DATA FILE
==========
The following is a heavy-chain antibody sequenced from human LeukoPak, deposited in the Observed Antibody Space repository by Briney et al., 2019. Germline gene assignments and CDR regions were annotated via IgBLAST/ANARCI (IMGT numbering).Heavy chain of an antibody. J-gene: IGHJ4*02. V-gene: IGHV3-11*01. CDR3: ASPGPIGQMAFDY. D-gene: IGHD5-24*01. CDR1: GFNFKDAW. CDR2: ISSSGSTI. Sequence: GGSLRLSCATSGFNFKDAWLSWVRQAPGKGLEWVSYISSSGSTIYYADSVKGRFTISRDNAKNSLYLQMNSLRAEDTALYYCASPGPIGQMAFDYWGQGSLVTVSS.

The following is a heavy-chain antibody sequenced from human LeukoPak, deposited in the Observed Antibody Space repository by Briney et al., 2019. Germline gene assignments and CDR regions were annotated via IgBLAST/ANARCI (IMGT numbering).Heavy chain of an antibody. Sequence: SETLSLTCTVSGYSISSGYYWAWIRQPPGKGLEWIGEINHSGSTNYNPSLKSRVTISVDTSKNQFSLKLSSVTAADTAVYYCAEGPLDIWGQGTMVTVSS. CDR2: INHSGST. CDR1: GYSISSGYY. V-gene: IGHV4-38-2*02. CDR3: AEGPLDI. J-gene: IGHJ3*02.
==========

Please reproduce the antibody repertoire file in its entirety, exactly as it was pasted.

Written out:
The following is a heavy-chain antibody sequenced from human LeukoPak, deposited in the Observed Antibody Space repository by Briney et al., 2019. Germline gene assignments and CDR regions were annotated via IgBLAST/ANARCI (IMGT numbering).Heavy chain of an antibody. J-gene: IGHJ4*02. V-gene: IGHV3-11*01. CDR3: ASPGPIGQMAFDY. D-gene: IGHD5-24*01. CDR1: GFNFKDAW. CDR2: ISSSGSTI. Sequence: GGSLRLSCATSGFNFKDAWLSWVRQAPGKGLEWVSYISSSGSTIYYADSVKGRFTISRDNAKNSLYLQMNSLRAEDTALYYCASPGPIGQMAFDYWGQGSLVTVSS.

The following is a heavy-chain antibody sequenced from human LeukoPak, deposited in the Observed Antibody Space repository by Briney et al., 2019. Germline gene assignments and CDR regions were annotated via IgBLAST/ANARCI (IMGT numbering).Heavy chain of an antibody. Sequence: SETLSLTCTVSGYSISSGYYWAWIRQPPGKGLEWIGEINHSGSTNYNPSLKSRVTISVDTSKNQFSLKLSSVTAADTAVYYCAEGPLDIWGQGTMVTVSS. CDR2: INHSGST. CDR1: GYSISSGYY. V-gene: IGHV4-38-2*02. CDR3: AEGPLDI. J-gene: IGHJ3*02.